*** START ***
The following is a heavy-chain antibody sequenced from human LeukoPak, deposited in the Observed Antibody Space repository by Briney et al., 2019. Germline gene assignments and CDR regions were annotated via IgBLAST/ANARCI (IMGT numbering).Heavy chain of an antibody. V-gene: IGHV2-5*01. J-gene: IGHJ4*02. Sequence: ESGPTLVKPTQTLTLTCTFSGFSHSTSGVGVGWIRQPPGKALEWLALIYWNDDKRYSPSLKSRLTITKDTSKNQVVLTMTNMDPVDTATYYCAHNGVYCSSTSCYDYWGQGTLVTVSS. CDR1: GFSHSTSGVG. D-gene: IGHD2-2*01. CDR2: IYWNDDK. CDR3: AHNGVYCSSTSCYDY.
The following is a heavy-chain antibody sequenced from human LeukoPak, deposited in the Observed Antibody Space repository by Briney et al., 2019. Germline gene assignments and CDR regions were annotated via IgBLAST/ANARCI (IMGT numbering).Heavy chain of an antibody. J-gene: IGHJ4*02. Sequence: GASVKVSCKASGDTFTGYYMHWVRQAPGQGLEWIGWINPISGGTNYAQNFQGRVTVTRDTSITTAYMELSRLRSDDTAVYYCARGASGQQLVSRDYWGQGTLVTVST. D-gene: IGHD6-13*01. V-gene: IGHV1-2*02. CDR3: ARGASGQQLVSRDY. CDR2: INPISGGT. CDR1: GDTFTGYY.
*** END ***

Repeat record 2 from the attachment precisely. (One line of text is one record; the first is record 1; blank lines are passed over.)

The following is a heavy-chain antibody sequenced from human LeukoPak, deposited in the Observed Antibody Space repository by Briney et al., 2019. Germline gene assignments and CDR regions were annotated via IgBLAST/ANARCI (IMGT numbering).Heavy chain of an antibody. J-gene: IGHJ4*02. Sequence: GASVKVSCKASGDTFTGYYMHWVRQAPGQGLEWIGWINPISGGTNYAQNFQGRVTVTRDTSITTAYMELSRLRSDDTAVYYCARGASGQQLVSRDYWGQGTLVTVST. D-gene: IGHD6-13*01. V-gene: IGHV1-2*02. CDR3: ARGASGQQLVSRDY. CDR2: INPISGGT. CDR1: GDTFTGYY.